Addressing the CPT indexing problem typically involves solving a linear system of equations, and you can read more about that problem in a previous mediume article of ours titled: The Uniswap Indexing Problem. Without defining and addressing that problem first, we cannot implement a Liquidity Tree.

So let’s recap; to create a Liquidity Tree, we need to take the two LP assets (eg, x and y) and a quantity of LP tokens from its pool and index them into either ix and/or iy. These index tokens are derived from our LP tokens, which are continually rebased into quantities of x and/or y, which are called continual rebased index tokens (CRITs). These CRITs are placed back on the market to form a child LP, and are paired back with one of the original assets x or y from our parent LP; for example see Fig 4.

Fig 4 depicts the most rudimentary of Liquidity Trees called a Simple Tree, which consists of one parent and one child LP. If we index x as ix and pair with x, we can represent as curves on the x-y plane for the parent LP and on the ix-x plane for the child LP. Likewise, we can also represent as a computational tree, where nodes represent LP operations and arcs between the nodes represent indexed liquidity transiting from the parent to the child LP.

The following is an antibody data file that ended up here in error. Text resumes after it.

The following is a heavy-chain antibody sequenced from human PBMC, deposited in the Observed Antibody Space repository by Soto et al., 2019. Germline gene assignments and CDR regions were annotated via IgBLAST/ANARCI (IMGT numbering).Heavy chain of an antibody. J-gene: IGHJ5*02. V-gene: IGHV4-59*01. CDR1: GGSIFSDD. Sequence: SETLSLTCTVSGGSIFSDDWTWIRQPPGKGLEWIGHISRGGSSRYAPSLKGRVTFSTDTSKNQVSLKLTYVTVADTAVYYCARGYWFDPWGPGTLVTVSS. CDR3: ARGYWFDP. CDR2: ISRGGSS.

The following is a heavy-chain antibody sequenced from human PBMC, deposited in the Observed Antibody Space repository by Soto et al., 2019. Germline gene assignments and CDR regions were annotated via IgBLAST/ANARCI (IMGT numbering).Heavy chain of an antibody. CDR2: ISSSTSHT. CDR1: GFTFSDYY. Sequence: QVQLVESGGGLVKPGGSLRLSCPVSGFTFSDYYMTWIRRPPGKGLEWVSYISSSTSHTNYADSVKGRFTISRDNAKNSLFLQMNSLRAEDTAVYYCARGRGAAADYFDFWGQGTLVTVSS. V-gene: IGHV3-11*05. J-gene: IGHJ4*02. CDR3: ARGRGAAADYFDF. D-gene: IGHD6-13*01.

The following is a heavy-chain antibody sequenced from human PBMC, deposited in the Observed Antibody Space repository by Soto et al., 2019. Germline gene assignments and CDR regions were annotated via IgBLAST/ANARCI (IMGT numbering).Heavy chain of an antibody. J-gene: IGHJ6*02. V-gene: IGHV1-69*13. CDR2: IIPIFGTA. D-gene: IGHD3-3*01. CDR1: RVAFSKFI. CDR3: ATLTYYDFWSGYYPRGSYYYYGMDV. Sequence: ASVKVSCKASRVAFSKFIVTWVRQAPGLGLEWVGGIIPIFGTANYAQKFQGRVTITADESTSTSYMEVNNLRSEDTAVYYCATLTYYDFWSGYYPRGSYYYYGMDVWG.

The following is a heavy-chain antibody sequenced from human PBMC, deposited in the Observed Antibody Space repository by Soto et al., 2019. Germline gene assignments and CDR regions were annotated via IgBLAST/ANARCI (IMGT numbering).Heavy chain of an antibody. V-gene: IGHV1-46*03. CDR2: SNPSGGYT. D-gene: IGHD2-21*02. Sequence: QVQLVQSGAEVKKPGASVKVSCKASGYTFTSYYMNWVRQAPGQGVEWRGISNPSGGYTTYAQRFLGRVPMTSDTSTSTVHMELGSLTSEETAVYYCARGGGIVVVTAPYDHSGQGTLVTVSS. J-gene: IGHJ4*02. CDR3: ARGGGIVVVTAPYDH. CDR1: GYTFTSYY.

## How Do Liquidity Trees Generate Revenue?

The short answer as to why we include these new dimensions is to earn higher yield from our investment. When we invest into a LP, we receive LP tokens and expect to earn a return from that investment by collecting a share of the trading fees that accrues over time. With a Liquidity Tree, we now have the option of minting index tokens from our invested LP tokens and reinvesting them into the child LP. With this approach, our investment is now making a return both from the parent LP and from the child LP, thus generating higher yield. We are effectively investing into an LP, taking a fully collateralized loan from that investment and reinvesting it. Therefore earning yield from both our original investment and the fully collateralized loan. For the intuition behind this idea, see Fig 6.